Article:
My internal clock is officially completely broken. It's already week 12, the final week of my training. I hit my 3-month mark this past week, which means my mission is already an eighth of the way over! I have far too many people to save, and absolutely no time to save them! In the words of Boxer from George Orwell's Animal Farm, "I must work harder!"
Everyone keeps telling me that after this cycle I'll be a district leader and trainer (just because all of our leaders are leaving next week). I really don't know if I'm ready for that, but I shall except President Egbert's/the Lord's assignment with my head held high, and perform to the fullest of my abilities. My prayers will certainly become much more fervent if that does happen... I can't even imagine...
Okay, funny story for this week. A few weeks ago, I mentioned how it was getting on my nerves a little bit that everyone thought we were gonna get sick when it rained. So this week we visited an investigator named Carlos who's 16 years old. We asked him how he was doing, and he said he'd been a little bit sick. Upon asking him what happened, he responded--and I kid you not--"The other day, I was taking a shower, and the water got cold for a few seconds. Ever since then, I've just been feeling sick." I'm sorry, but seriously, Mexico? The only reason any of you get sick is because you're so darn worried about getting sick! After we left, I asked Elder Hixon if I had actually heard him right. He just looked at me with a face that said everything it needed to.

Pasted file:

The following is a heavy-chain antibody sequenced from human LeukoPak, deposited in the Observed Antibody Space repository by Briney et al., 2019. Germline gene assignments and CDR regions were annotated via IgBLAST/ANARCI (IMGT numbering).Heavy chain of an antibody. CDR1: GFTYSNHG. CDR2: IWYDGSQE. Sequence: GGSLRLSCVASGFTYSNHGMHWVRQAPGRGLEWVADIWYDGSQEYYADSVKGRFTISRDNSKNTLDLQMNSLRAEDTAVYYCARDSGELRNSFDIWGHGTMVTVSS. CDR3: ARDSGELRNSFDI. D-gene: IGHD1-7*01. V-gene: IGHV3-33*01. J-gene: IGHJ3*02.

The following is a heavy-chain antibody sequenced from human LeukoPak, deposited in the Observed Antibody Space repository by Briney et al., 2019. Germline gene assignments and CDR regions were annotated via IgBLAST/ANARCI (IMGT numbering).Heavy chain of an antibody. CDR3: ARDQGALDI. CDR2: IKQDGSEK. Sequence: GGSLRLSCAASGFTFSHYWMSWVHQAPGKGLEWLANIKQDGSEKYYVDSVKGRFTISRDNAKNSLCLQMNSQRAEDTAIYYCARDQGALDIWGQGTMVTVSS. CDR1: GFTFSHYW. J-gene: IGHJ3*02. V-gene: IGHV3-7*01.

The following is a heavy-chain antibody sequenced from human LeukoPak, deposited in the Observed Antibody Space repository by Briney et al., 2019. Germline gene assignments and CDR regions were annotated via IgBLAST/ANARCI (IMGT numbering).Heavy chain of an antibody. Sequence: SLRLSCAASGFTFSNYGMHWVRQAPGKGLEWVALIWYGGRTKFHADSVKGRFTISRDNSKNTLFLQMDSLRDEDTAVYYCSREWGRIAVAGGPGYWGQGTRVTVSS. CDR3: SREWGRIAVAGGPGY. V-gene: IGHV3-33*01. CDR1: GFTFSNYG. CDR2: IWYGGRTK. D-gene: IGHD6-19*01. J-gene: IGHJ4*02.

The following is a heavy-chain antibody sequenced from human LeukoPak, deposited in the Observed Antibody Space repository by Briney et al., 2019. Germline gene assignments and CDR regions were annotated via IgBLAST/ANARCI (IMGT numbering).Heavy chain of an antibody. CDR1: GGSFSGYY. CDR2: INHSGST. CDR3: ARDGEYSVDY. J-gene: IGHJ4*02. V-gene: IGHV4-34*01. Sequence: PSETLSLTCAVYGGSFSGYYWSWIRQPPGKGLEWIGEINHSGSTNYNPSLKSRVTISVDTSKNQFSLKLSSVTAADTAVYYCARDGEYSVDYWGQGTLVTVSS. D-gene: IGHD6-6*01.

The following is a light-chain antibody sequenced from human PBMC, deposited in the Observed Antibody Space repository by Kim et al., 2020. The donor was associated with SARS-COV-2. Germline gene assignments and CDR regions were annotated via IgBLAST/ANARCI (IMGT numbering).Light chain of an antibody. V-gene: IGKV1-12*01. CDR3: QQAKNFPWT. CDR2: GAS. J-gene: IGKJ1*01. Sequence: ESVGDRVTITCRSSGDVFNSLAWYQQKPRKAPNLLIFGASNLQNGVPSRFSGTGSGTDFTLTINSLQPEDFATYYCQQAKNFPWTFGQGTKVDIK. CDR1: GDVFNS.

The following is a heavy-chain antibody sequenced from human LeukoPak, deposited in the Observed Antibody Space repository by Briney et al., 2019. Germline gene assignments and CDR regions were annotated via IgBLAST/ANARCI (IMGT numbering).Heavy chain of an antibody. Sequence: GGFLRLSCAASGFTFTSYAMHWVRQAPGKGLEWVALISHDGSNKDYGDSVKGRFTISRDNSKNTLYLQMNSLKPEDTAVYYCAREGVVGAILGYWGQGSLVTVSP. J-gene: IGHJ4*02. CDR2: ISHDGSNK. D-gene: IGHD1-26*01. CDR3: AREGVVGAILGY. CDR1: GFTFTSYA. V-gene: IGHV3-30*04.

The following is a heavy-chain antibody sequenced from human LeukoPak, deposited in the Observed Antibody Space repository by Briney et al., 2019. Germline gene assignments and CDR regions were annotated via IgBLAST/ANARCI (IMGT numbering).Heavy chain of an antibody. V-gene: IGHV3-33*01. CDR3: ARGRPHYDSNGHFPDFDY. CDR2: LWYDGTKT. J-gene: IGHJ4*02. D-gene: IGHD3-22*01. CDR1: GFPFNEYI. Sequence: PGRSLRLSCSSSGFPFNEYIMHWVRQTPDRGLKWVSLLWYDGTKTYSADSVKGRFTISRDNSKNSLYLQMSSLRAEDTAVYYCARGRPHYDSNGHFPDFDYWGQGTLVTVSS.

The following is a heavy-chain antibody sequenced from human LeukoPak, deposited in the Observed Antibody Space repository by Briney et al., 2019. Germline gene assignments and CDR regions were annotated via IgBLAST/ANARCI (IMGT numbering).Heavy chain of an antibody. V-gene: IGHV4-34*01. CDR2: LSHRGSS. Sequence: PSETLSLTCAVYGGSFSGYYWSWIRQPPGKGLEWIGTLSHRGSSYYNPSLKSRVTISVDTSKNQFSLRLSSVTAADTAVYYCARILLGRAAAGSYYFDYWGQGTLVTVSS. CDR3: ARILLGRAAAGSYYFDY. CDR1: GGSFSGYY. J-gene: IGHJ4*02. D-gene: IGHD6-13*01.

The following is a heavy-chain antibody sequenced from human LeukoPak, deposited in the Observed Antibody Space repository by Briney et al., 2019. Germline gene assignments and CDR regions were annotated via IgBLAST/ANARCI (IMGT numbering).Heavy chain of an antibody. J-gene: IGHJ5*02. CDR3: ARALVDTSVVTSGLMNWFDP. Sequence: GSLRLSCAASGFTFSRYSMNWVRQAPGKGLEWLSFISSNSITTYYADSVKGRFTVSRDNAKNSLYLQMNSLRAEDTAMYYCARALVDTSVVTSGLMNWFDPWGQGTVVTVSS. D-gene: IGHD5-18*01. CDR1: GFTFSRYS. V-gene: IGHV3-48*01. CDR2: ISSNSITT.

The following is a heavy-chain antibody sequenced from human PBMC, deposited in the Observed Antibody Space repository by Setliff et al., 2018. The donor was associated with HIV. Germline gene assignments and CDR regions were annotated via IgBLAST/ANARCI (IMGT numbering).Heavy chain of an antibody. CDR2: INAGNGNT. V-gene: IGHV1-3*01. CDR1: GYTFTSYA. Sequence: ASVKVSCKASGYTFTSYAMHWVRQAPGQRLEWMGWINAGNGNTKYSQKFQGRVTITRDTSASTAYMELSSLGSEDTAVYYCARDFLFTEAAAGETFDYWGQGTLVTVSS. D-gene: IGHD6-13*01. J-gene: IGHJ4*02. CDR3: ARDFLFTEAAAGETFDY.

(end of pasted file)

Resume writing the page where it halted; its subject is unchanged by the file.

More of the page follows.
Speaking of sickness and rain, Elder Guerra got pretty sick this week with what they call "The Tornado". To put it in as few words as possible to keep from conveying graphic images, it's when you have diarrhea and throw up in the same sickness. It sounded pretty greusome and I'll be praying fervently that I never get it. There has also only been one day in the past two weeks that it hasn't rained at least a little bit. Many times it's raining while the sun is blistering hot outside, which just makes it really uncomfortable heat-humid combo.
By far the best part of this week came in the form of 120 semi-bilingual school students. There's a brother in our ward who teaches English in a private school, and about 8 weeks or so ago, he asked me and Elder Hixon if the two of us and the other white Elders (Elder Stucki and Elder Jenson) wanted to go to his school and give a speach/devotional of sorts to the kids. We wouldn't be allowed to talk about gospel stuff (church and state and what not), but it would give the kids a chance to see us, recognize us as missionaries, and spark some sort of interest in the religion. Anyways, we finally got permission from President Egbert and got to do it this week. I felt like a celebrity! You'd think those kids had never before seen a white person! My segment was on tips to help them learn English better, and I pretty much let them teach it. I just asked them what they did to learn English faster and went from there. Then, after we had finished with the speaches and everything, and they were released to go to class, they all came running up to our table and asking all sorts of questions (What parts of the world have you been to? Do you want to learn a 3rd language? Do you have a girlfriend? You know, the usual). We couldn't get them to leave and go to class! I don't know how the missionary work will benefit from this, but at least the kids won't think we're the guys that steal children; supposedly that's what some parents tell their kids... But yeah, super cool experience that I would do again in a heartbeat.